Mercy Residential Services, which helps pregnant and parenting teens, was looking for ways to ensure its survival long into the future.
Long-term sustainability in a difficult economic climate also was a challenge for Mercy Outreach Center, which offers free medical care to the uninsured and underinsured.
As the two Sisters of Mercy ministries in Rochester made plans for the future, they decided it would be easier if they worked together. Last week they officially announced a merger into one organization that will now be known as Mercy Community Services.
Although the conversations started with sustainability of programs and more efficient use of funds, the two ministries discovered areas where their services intersected, said Susan Aiello, who is president and CEO of Mercy Community Services.
Aiello previously was director of Mercy Residential Services and assumed the director position of Mercy Outreach Center in 2010. Under the merger, the two arms of the ministry will be known as Residential Programs, which offers transitions housing, apartment living and emergency housing, and the Outreach Center, which offers health-care and advocacy services.
"One of our key things at Residential is nutrition, health care and wellness for our moms," Aiello said, pointing out that the Outreach Center has a supply of volunteers with expertise in such areas.
Additionally, the two organizations are looking for ways to work together, such as offering staff from both locations a combined training session in first aid and CPR, Aiello said. Although the merger is expected to bring a cost savings, no staff layoffs are planned. The organizations did merge the two boards of directors into one and have begun sharing donations.
"One of the things that was really important for us is keeping our identity," said Nikisha Johnson, program coordinator for Residential Programs. "We are both proud ministries of the Sisters of Mercy."
Sister Pat Prinzing, vice president of the Sisters of Mercy of the Americas New York, Pennsylvania and Pacific West community, said the merger was supported by both organizations as a way to help them run as efficiently as possible.
"We knew it was the right thing to do because it could provide more coordinated services for people who are poor within the community of Rochester," Sister Prinzing said. "Our challenge was working through the legal details."
Residential Programs and the Outreach Center share values and history as ministries of the Sisters of Mercy that are supported by the sisters even though they are separately incorporated, Aiello noted.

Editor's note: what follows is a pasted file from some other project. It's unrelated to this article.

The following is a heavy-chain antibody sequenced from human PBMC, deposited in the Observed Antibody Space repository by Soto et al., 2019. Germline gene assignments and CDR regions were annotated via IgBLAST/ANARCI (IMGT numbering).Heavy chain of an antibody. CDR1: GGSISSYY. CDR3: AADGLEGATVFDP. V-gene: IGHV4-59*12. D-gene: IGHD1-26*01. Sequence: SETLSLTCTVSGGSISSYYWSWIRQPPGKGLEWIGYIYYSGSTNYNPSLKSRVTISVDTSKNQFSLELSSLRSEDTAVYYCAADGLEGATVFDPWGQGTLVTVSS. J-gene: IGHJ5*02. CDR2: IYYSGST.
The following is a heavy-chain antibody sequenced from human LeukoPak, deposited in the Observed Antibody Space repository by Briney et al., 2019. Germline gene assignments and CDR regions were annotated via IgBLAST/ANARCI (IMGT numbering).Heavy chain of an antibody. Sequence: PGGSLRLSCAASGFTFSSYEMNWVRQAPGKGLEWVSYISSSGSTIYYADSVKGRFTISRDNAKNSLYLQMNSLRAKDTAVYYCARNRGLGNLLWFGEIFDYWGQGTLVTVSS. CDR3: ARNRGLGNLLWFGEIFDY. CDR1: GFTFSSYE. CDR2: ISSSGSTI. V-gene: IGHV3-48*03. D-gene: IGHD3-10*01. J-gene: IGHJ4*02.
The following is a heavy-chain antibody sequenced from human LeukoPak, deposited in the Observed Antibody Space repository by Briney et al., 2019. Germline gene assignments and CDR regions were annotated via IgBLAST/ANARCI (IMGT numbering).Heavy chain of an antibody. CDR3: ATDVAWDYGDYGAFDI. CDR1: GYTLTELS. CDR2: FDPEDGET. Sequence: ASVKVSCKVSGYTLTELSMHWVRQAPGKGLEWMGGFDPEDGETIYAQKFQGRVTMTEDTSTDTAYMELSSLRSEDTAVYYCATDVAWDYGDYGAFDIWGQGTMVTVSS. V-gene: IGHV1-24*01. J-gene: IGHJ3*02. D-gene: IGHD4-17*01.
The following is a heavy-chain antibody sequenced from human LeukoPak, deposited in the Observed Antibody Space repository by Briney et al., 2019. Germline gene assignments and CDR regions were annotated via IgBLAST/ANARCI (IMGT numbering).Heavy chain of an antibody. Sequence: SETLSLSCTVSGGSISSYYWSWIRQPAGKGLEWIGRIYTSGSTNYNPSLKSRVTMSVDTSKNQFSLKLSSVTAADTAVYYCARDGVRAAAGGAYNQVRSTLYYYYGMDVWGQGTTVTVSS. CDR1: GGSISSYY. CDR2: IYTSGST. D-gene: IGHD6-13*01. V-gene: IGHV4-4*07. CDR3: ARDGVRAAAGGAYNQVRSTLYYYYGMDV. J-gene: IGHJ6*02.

"What we learned are the values, culture and history are just as important, if not more important, as the actual services you provide," Aiello said.
The ministries put an emphasis on compassion and healing, said Ellen Lewis, Outreach Center site manager.
"We help them in any way they need to reach their goals and to achieve wellness," she said.
For now, the merger does not include any plans for growth. Maintenance of the ministries in a difficult economic environment is the goal, Aiello said. However, she didn’t rule out possible changes in services in the future.
"One of the hallmarks of the Sisters of Mercy is to respond to community needs," she said.
To educate supporters on the merger and to engage a new generation of volunteers, Mercy Community Services worked with the Ad Council on developing its brand and logo, creating a marketing plan for the organization and launching a page on the social networking website Facebook. The new logo incorporates an "M" with a green house in the center.
"A lot of people who come here have a sense of ownership," Aiello said. "They see this as a medical home."
The Outreach Center also is now partnering with area colleges to get medical and pharmacy students to spend time volunteering alongside its other seasoned medical volunteers. However, it also has an ongoing need for dental volunteers.
Together, Mercy Community Services employs about 11 people full time, five people part time and about 20 volunteers. Some employees are participants in job-readiness programs.
In a year, the residential programs will help about 100 to 120 people, and the Outreach Center aids about 500 individuals through about 1,700 appointments annually.
EDITOR’S NOTE: For details on Mercy Community Services’ Residential programs, call 585-254-2175. Call 585-288-2634 for details on the Outreach Center.
Mercy Community Services plans fundraiser
Mercy Community Services will host a Trick or Treat Bowl-a-thon to benefit its Outreach Center. The bowl-a-thon will be at 12:30 p.m. Sunday, Oct. 30, at AMF Empire Lanes, 2400 Empire Blvd., Webster. Minimum sponsorships or donations per bowler are $25 per students or $50 per adults. To register, call 585-288-2634 or e-mail firstname.lastname@example.org.